The BBC has been ordered by an American court to surrender unused footage filmed for a documentary about former Palestinian leader Yasser Arafat to American victims of suicide bombings in Israel. In a ruling which raises questions about the ability of the American justice system to seize material held by media organisations outside the United States, a judge in New York said the Corporation was obliged to hand over outtakes from interviews with two Palestinian fighters.
...The material is being sought by lawyers representing victims and relatives of those killed by suicide bombs in attacks around Jerusalem. The group is attempting to bring a civil damages claim against the Palestinian Authority and others for allegedly funding terrorist groups behind the bombings. The victims believe that the BBC interviews with a leader of Fatah, the political movement founded by Arafat, and an alleged terrorist in the Al Aqsa Brigades in the West Bank city of Jenin, contain statements which will help prove a link between the bombings and the PA and the Palestine Liberation Organisation (PLO).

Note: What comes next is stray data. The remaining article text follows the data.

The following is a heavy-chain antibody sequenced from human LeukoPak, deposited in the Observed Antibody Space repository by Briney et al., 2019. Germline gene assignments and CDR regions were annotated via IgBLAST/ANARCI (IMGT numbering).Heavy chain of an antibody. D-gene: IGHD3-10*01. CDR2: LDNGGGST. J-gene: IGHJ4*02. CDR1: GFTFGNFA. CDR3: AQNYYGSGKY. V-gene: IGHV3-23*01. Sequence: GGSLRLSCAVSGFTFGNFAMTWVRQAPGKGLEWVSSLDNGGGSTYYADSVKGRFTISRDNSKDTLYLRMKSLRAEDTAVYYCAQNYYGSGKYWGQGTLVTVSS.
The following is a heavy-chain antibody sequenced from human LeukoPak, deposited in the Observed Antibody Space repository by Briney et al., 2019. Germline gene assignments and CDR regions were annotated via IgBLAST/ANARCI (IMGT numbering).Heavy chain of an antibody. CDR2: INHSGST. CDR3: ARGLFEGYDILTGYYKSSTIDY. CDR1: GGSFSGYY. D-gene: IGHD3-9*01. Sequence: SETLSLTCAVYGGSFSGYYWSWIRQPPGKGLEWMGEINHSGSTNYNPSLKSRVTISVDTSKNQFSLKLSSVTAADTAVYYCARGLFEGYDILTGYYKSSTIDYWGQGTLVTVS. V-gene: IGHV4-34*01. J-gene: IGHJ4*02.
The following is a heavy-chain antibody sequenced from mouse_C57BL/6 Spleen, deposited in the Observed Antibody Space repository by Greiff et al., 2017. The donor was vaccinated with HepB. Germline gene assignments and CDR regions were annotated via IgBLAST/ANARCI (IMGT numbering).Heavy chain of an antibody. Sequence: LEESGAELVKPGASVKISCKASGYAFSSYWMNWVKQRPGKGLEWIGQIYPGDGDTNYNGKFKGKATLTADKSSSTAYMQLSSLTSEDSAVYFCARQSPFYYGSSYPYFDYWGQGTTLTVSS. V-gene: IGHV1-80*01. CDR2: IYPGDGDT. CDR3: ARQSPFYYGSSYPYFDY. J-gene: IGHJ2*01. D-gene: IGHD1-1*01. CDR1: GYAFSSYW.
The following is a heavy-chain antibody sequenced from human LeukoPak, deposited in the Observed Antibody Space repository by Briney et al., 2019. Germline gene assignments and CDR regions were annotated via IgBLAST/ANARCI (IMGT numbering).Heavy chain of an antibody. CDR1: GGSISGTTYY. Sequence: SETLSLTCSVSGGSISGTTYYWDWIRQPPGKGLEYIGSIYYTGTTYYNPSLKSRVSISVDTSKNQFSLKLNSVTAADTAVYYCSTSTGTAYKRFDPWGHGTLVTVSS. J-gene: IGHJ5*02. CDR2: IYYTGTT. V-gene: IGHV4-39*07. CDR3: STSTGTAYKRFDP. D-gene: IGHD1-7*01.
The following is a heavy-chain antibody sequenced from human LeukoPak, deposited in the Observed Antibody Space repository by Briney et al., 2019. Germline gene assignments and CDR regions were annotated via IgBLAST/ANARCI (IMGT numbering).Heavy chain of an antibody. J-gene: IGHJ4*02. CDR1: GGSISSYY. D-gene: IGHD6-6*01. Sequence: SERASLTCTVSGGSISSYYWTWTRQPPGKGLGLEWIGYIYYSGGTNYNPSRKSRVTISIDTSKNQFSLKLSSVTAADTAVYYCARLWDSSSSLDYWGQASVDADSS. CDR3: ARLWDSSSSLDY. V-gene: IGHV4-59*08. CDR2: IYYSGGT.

the recordings were not confidential and not covered by “journalistic privilege” designed to protect reporters’ investigations. Judge Ronald Ellis said: “The outtakes are not confidential material because the BBC is free to disseminate any portions of the interviews... Although the court is sceptical of a ‘smoking gun’ presenting itself in these outtakes, the standard for relevance to overcome the journalistic privilege is low and the outtakes meet this lower standard.”
The judgment will have the effect of forcing a non-American broadcaster to surrender unbroadcast footage from a documentary - Arafat Investigated - made almost a decade ago for a British audience.